Ten minutes later we arrived on Playa Jacó closer to Playa Hermosa and we looked out at this vast ocean steadily banking with waves of immaculate beauty. We went under this white portable canopy and took off our slippers and shirts and our instructor, Juan explained, was on his way. So we took a moment to walk up to the beach and dip our feet into the water and the temperature was absolutely PERFECT! Adam correctly identified that since the sand was finer and with a tinge of black then it must’ve been volcanic, which indeed it was. So we admired this vast ocean and this heavenly sky and at one point with ecstatic excitement I cried out in discovery “Can you believe it! Between HERE and JAPAN there’s nothing but OCEAN! It’s HUGE!” So we went back to the canopy and there were a couple of pretty attractive girls up there surfing who came up for a drink of water and a break and then returned to the ocean and they were followed by a milfy Asian surfer with quite a fine voluptuous bod and then a silver-haired man and Adam put it all together and concluded that they were a surfer family. Then from behind us emerged this super-tanned dude with long dark hair and blond ends to his shoulders and a goatee and this was Julián, our instructor. He was jolly and cool and he gave us a whole bunch of complicated handshakes with fists and fingers and shit, and then before us were two huge surfboards and he started to show us how to surf. Step by step he explained the pretty technical process of riding a board, catching a wave, achieving balance, and riding out the wave to the end. Adam and I are both quick learners so in no time Julián brought out our boards and applied some surf wax and we put on our rash guards (long-sleeved shirts to protect from the scrapes of the board and sand) and it was time to surf!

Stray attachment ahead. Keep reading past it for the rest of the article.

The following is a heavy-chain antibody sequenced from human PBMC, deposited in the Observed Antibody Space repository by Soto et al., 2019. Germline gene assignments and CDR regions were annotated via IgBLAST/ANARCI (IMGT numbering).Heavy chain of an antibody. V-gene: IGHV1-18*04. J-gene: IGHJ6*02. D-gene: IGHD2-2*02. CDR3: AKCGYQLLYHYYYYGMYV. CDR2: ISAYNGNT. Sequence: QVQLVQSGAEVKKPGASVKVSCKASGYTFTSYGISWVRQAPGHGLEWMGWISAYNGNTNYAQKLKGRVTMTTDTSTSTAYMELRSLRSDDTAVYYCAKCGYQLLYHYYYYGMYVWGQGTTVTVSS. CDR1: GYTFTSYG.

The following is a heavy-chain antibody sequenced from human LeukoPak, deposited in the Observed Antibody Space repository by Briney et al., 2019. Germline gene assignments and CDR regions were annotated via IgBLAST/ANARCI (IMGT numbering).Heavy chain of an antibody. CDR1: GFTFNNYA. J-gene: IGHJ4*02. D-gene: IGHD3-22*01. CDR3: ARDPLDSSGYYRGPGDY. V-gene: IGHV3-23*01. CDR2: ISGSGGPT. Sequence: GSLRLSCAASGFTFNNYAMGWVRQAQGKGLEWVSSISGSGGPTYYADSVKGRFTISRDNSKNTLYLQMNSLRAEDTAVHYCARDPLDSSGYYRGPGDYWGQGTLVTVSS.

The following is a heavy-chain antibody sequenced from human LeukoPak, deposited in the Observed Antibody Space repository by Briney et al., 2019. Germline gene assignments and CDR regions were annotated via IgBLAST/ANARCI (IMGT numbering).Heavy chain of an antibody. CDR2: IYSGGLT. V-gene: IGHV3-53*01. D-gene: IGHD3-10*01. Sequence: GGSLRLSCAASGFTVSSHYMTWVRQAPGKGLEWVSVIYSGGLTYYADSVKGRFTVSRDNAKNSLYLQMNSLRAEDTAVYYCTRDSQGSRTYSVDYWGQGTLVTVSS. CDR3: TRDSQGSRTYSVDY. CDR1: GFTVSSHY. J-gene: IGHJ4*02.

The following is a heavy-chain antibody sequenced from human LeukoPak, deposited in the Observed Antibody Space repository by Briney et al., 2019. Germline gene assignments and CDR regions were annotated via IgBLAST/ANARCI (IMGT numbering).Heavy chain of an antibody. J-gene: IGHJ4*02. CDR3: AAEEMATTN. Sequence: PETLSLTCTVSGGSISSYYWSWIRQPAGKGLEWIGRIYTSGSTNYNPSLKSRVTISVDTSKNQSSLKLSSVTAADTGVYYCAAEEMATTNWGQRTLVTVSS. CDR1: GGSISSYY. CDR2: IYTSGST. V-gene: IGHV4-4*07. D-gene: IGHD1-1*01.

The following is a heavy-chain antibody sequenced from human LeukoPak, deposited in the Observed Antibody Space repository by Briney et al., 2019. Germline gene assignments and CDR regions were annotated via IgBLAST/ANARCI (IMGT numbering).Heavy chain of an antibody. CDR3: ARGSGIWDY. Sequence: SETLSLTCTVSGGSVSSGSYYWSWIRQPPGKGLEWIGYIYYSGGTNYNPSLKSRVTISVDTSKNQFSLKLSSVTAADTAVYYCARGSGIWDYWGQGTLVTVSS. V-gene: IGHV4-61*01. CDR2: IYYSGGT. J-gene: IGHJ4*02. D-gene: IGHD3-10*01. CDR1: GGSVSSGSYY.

As we waded into the ocean the smooth steady waves embraced us candidly and the water rushed our senses and our spirits. We waded farther and farther as Julián instructed us on how to proceed. We got on the boards, centered and belly-down. We waited. He held down our boards until the right wave came along. Julián turned us around. “Foot up” “paddle paddle” “Stand up!” And suddenly from behind me a strong sturdy force propelled me forward. And with my right foot in back I stood up and leaned forward and centered my left foot and folks on my very first try I rode a complete wave!
The rush was incredible. I screamed and hooted. It was such an addiction and I paddled back craving more! Adam was cheering and hooting and jumping around and couldn’t BELIEVE he’d never done this before! And it turned out that both of us were very decent beginner surfers due to our backgrounds in skateboarding and snowboarding— for those same mechanics come into play here— and we were ecstatic. And after five or six runs I was riding three or four waves IN A ROW! Then Julián asked us if we were ready to go deeper and of course we were! So it was time to get on our boards and hit the REAL waves.
I watched with what grace, what calm, what submission Julián interacted with the water. For to resist or to fight water in any way was a CERTAIN defeat. But Julián knew the water. He was its child. He did whatever it wanted, or he got out of the way. So if a giant wave came his way, either he allowed the wave to take him wherever it was going, or he dipped below it and let it pass over him. No struggle. No conflict. Complete tranquil liquid submission. I saw this and watched admiringly this man’s gentle surrender to the universe. For he understood that the ocean, the universe, the flow always wins. And those who try to order, to command, to conquer, to resist the flow, soon succumb to the flow. Yet those who succumb to the flow by their own wisdom find that the flow knows best, and they are at peace.
I wanted to learn what Julián knew. I wanted to see into this mind of the flow, of the submission. He knew water. He understood water. So as we swam out into the ocean’s great white-capped mountains I called out to him, “So I want to learn more. Like, I don’t understand the water.”
And Julián looked at me and he said with a look of sheer bewilderment: “What do you mean?”
And I thought, “I sound crazy”.